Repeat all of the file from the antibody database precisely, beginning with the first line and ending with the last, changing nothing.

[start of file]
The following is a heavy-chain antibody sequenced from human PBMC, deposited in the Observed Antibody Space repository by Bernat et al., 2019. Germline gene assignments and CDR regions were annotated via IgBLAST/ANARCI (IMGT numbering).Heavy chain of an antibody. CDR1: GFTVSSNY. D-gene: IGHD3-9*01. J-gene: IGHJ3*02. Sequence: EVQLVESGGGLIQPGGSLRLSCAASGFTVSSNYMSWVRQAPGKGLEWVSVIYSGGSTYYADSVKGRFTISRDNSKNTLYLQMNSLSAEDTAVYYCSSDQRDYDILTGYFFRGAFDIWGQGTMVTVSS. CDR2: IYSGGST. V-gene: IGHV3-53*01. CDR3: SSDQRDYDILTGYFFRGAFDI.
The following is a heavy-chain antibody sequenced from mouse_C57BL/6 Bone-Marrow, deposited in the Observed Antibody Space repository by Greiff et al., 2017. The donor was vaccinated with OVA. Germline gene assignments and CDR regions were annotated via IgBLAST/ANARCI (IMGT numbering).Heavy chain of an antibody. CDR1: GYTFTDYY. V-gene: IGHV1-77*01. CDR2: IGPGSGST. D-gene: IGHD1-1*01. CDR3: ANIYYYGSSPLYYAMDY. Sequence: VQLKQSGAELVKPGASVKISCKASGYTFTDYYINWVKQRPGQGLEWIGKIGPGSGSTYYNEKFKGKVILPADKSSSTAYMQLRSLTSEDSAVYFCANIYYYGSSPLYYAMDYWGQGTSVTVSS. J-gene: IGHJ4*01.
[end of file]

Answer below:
The following is a heavy-chain antibody sequenced from human PBMC, deposited in the Observed Antibody Space repository by Bernat et al., 2019. Germline gene assignments and CDR regions were annotated via IgBLAST/ANARCI (IMGT numbering).Heavy chain of an antibody. CDR1: GFTVSSNY. D-gene: IGHD3-9*01. J-gene: IGHJ3*02. Sequence: EVQLVESGGGLIQPGGSLRLSCAASGFTVSSNYMSWVRQAPGKGLEWVSVIYSGGSTYYADSVKGRFTISRDNSKNTLYLQMNSLSAEDTAVYYCSSDQRDYDILTGYFFRGAFDIWGQGTMVTVSS. CDR2: IYSGGST. V-gene: IGHV3-53*01. CDR3: SSDQRDYDILTGYFFRGAFDI.
The following is a heavy-chain antibody sequenced from mouse_C57BL/6 Bone-Marrow, deposited in the Observed Antibody Space repository by Greiff et al., 2017. The donor was vaccinated with OVA. Germline gene assignments and CDR regions were annotated via IgBLAST/ANARCI (IMGT numbering).Heavy chain of an antibody. CDR1: GYTFTDYY. V-gene: IGHV1-77*01. CDR2: IGPGSGST. D-gene: IGHD1-1*01. CDR3: ANIYYYGSSPLYYAMDY. Sequence: VQLKQSGAELVKPGASVKISCKASGYTFTDYYINWVKQRPGQGLEWIGKIGPGSGSTYYNEKFKGKVILPADKSSSTAYMQLRSLTSEDSAVYFCANIYYYGSSPLYYAMDYWGQGTSVTVSS. J-gene: IGHJ4*01.